WHEN WORLDS COLLIDE.
Santa Fe residents reach out to bring global cultures to New Mexico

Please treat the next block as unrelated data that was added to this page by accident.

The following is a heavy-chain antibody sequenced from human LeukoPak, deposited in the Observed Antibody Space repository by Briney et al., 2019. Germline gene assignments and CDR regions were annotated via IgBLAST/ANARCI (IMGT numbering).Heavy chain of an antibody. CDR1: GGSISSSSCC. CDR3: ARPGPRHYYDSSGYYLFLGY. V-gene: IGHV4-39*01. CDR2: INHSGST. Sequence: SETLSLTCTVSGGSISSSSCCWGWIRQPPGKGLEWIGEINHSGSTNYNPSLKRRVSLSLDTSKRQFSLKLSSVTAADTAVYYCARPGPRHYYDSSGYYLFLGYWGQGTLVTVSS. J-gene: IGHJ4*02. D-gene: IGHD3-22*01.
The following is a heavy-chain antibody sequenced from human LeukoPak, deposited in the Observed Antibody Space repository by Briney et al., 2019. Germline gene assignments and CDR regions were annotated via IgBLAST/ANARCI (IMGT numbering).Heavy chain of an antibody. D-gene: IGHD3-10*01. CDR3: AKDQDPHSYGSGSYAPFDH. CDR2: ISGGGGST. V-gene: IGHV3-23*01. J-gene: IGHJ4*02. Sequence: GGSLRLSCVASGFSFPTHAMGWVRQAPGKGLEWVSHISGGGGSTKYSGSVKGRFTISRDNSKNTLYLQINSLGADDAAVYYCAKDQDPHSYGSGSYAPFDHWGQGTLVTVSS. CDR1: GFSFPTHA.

Not all who came with Francisco Vasques de Coronado's 1540 expedition into New Mexico were Spanish. Included among the 287 explorers were five Portuguese, two Italians, a Frenchman, a Scot and a German. Diverse cultures have been a small but significant part of New Mexico's heritage since the first Europeans. Santa Fe's multicultural connections are so dynamic that many consider it an international city. Among its many immigrants are a significant number ofTibetans who settled here when the city was chosen as one of the cluster sites for the U.S.Tibetan Resettlement Program. Santa Fe Jin promotes an understanding of the Japanese culture through events like its spring Matsuri (Japanese Festival). And just north in Espanola is a Sikh community founded byYogi Bajhan. Many world musicians reside here, including Prince Diabate, aWest African kora player, Akeem Ayanniyi, a ninth generation master drummer from Nigeria and violinist and composer Farzad. The things that make the "City Different" different and enchant "The Land of Enchantment" appeal to many immigrants as well as Americans with significant international connections. Guy Brunet, owner of Provence in Santa Fe and recent immigrant from France, said, "It's special.There are very few cities that are going to be magical for Europeans.There is a lot of history, a lot of art and a cross of every great culture." Tatiana Struchkova, originally from St. Petersburg, Russia and owner of Andreeva Gallery, feels at home with the landscape, the traditional architecture, the world-class performing and visual arts, and most of all, the people. Struchkova said, "The sky is sophisticated, dramatic, powerful - and I would say the people I have met are the same, with sophisticated, dramatic, powerful biographies." Many immigrants like Struchkova, who represents portrait artists with international reputations, expand the city's global ties. Santa Fe businesses play a large role in creating the international flavor. Numerous restaurants serve international cuisine and galleries represent contemporary international artists. Several galleries specialize in world folk art that ranges from the Folk Arts of Poland to Tad-Tribal Art to several galleries carrying Japanese art. Martha Egan, owner of Pachamama, which specializes in Latin American folk art, believes this appreciation for folk art stems from New Mexico's strong hand-made traditions. She notes how remarkable Santa Fe is for its size. "At market last year, one of the artists was astonished. She had expected a big city with skyscrapers and was surprised at how small and rural Santa Fe was. For a small city, the role that folk art plays in our community is huge. I would venture to guess in terms of businesses that specialize in international art we have at least as much or more than larger cities. Santa Fe truly is an international center for the arts." Santa Fe's outreach to the greater world takes many forms. In addition to the usual study abroad options, the College of Santa Fe offers a Documentary Studies Program that encourages cross-cultural and international fieldwork and partners with InsitutoTerra, a Private Natural Heritage Reserve in Brazil.The Entrepreneurship Institute at the Santa Fe Community College includes training in global entrepreneurship. The Santa Fe Council on International Relations promotes citizen diplomacy and the idea that individuals have the right, even the responsibility to help shape U.S. foreign relations "one handshake at a time."The council is Santa Fe's official host for the U.S. Department of State's InternationalVisitor Leadership Program. The council facilitates visits by groups of politicians, journalists, lawyers, artists and other world leaders.Volunteers arrange official visits and cultural activities related to the group's focus and host "home hospitality dinners," giving visitors the chance to visit with local people.The dinners are often the highlight of the trip.The council also sponsors educational outreach programs like the International Lecture Series, which offers discussions with nationally known experts on significant global issues. Board President Sarah Spencer said, "Santa Fe relates to the larger world beautifully.The types of people being invited over here are very sophisticated.They have heard of Santa Fe and are excited to come here. And the unstinting support of the local community makes the program a success." Spencer, who is Chairman of Admissions for the International Folk Art Market, is one of several council members who also volunteer at market. Many of the market's 700 volunteers have international connections. Regional Coordinator Chairman Melanie Owen said, "Santa Fe is a very international town. We have people who've worked all over the world in international business, Foreign Service, education and as clergy.There are also people who love to travel. Many people volunteer as a way for them to maintain connections with the wider world." Owen suspects that Santa Fe's multicultural nature appeals to many who've lived abroad. As many as 50 of the market volunteers, including Owen, are Return Peace Corp Volunteers. Some help on the weekend of the event or greet artists at the airport, others accept challenging positions like that of regional coordinator. Coordinators travel to their regions to look for artists, nurture them through the application process, help them with visas, shipping and customs, and look out for their needs during their time in Santa Fe. Charlene Cerny, executive director of the market said, "The key volunteers are driven to donate their time to this market because they know that they are changing lives around the world." It could also be said that Santa Fe changes lives around the world: the lives of those who visit, the lives of those who move here and the lives its citizens touch in distant lands.